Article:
Middle East stocks fall as Arab investors cash out after oil prices drop to near a seven-year low
Middle East stocks fell as Arab investors cashed out of regional equities on Tuesday after oil prices dropped to near a seven-year low, with all regional markets ending the day lower.
Brent futures hovered just above $40 and U.S. crude broke below $37, levels last seen during the credit crunch of 2008/09.
Qatar's benchmark index plunged 3.1 percent, hitting a two-year low.
"The most liquid stocks were hit the hardest," said a Doha-based fund manager. Masraf Al Rayan and Vodafone Qatar tumbled 4.7 and 3.4 percent respectively.
Qatar Gas Transport Co bucked the trend, rising 1.5 percent, as passive fund managers continued to add the stock after the company joined the MSCI emerging market index last week.
Dubai's index dropped 3 percent to 3,011 points, taking its reversal this calendar year to more than 20 percent. Any break below the support at 2,992 could be met with buyers, technical analysts said.
Drake and Scull and Emaar Properties - two favourite stocks of retail traders - both dropped 3.4 percent.
Abu Dhabi stocks tumbled 2.4 percent to a two-week low as Monday's 0.3 percent gain was wiped out.
Financial stocks were the main drag, with Abu Dhabi Commercial Bank dropping 6.5 percent and First Gulf Bank losing 2.5 percent.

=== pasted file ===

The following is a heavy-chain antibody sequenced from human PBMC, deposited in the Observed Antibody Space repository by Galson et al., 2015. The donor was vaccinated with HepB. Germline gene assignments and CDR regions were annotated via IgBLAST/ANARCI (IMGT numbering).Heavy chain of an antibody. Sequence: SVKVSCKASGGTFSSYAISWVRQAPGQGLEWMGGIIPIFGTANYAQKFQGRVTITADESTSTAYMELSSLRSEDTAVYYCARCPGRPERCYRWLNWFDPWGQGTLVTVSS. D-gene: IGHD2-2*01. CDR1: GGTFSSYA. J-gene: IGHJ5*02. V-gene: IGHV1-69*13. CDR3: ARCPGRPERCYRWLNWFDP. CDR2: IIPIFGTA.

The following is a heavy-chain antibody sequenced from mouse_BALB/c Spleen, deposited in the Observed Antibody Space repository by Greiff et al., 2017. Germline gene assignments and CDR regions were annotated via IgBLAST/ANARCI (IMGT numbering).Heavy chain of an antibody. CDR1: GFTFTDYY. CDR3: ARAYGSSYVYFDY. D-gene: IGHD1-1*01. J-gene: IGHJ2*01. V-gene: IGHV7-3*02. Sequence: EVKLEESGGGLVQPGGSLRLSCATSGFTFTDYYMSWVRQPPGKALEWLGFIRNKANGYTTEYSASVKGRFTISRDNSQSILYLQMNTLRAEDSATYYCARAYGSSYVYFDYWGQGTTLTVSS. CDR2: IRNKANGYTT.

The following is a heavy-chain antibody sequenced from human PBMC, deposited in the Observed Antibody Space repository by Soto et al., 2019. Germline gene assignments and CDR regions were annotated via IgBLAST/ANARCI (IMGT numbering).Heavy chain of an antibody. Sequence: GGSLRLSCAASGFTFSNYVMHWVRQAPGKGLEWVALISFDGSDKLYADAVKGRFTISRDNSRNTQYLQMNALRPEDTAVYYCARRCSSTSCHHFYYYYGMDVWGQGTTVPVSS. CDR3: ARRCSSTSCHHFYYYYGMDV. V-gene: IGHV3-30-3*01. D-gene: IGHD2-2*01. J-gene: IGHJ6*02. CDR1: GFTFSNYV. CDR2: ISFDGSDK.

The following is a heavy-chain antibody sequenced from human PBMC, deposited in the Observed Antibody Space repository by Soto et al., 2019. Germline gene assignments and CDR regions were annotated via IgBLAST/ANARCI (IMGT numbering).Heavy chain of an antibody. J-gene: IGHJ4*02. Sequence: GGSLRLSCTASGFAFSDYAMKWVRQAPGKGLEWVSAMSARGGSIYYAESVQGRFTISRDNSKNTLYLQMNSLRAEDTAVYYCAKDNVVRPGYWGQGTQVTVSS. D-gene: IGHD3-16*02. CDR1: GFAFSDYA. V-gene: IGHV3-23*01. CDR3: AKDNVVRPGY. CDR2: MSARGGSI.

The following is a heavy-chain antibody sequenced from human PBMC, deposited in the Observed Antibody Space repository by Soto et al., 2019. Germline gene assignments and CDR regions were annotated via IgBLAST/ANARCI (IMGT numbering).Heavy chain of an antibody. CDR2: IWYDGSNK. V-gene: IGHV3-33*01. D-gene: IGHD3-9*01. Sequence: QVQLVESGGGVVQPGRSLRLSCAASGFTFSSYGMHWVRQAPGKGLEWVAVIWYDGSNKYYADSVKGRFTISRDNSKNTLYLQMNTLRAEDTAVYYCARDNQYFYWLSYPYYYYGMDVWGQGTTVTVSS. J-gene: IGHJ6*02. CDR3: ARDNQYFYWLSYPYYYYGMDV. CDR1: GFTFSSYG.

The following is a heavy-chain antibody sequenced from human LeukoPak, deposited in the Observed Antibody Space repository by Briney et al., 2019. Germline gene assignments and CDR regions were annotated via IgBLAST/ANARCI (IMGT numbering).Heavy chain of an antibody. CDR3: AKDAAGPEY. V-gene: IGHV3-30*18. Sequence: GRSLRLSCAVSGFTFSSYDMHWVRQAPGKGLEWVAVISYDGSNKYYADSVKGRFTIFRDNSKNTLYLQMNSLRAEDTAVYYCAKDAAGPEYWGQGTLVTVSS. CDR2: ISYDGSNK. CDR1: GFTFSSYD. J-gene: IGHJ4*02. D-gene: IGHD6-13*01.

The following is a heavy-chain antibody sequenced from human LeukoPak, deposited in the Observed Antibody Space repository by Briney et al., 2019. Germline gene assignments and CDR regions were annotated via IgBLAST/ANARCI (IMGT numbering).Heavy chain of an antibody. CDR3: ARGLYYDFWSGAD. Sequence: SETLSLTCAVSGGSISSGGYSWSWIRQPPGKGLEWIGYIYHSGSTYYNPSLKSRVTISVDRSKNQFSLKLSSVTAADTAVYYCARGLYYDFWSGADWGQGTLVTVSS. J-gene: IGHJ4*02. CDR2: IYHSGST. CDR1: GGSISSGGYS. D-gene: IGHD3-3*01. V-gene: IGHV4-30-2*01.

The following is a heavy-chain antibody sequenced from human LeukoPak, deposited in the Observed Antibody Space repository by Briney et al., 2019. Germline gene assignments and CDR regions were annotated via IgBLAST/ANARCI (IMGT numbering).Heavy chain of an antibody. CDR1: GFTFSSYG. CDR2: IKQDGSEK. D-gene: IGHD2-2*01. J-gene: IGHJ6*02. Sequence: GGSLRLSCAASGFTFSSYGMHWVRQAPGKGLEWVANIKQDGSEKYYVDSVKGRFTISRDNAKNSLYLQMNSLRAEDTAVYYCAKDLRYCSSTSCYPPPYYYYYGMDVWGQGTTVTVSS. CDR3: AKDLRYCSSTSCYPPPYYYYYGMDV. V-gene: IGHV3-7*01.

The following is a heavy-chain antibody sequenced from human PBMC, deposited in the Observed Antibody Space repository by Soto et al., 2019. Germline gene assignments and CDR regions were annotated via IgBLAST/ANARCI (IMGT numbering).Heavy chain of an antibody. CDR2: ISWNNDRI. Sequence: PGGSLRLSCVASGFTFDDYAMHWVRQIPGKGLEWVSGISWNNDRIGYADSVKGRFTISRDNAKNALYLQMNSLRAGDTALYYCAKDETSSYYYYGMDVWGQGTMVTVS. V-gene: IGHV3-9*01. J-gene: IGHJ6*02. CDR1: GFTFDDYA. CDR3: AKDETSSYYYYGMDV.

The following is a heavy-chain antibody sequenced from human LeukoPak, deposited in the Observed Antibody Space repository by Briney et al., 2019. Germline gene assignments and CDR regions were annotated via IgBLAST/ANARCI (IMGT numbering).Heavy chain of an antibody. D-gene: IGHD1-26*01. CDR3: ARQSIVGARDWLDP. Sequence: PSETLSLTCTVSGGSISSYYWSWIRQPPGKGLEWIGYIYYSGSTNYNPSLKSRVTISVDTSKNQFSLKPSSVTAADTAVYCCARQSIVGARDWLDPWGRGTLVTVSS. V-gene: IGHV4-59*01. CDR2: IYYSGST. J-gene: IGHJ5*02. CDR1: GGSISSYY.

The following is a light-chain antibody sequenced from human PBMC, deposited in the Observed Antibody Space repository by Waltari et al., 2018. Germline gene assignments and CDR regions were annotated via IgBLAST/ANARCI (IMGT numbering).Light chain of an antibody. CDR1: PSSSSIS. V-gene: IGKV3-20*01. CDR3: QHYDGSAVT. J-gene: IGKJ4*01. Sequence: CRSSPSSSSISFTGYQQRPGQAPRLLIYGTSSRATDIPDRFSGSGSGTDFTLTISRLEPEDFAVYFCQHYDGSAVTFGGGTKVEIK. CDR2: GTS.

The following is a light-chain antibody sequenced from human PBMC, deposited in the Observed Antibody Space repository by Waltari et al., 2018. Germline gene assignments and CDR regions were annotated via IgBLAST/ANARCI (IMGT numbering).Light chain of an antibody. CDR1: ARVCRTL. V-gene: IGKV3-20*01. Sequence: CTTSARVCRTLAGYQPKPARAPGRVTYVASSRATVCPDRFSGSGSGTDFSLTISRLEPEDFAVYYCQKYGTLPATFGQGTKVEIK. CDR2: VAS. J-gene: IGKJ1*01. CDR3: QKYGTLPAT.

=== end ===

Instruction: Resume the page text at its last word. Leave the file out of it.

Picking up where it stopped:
Etisalat, whose value makes up a third of the bourse, fell just 0.3 percent. Sebastien Henin, head of asset management at Abu Dhabi-based The National Investor, attributed this to its MSCI inclusion last week.
Saudi's index breached technical support at 7,000, closing down 2.5 percent at 6,991 points as financial and retail stocks led all sectors lower.
The renewed weakness among Saudi stocks - the index hit a 35-month low in November - comes despite improving economic data.
Growth in the kingdom's non-oil private sector accelerated last month from a record low in October, a survey of businesses showed on Monday.
"The Saudi economy is adjusting to a new normal of lower oil prices," said Yazan Abdeen, head of regional capital markets at Saudi investment firm SEDCO.
"Sectors like education, healthcare and retail will have potential upside because we do not anticipate the government to curb spending in those sectors in the upcoming budget." Those will be long-term plays, he said.
Saudi's budget for 2016 is expected to be announced this month.
Egyptian stocks fell for a second day, declining 2.5 percent to 6,608 points, as Arab investors cut their positions, bourse data showed.
Qalaa Holdings, one of Egypt's largest investment firms, dipped 4.1 percent after it reported on Tuesday a loss of 125.5 million pounds ($16 million) in the third quarter, compared with a 59.52 million Egyptian pound loss last year.
Global Telecom Holding slumped 7.4 percent to 2.06 Egyptian pounds, having rallied 28 percent up to Monday's close from Nov. 30 on takeover speculation.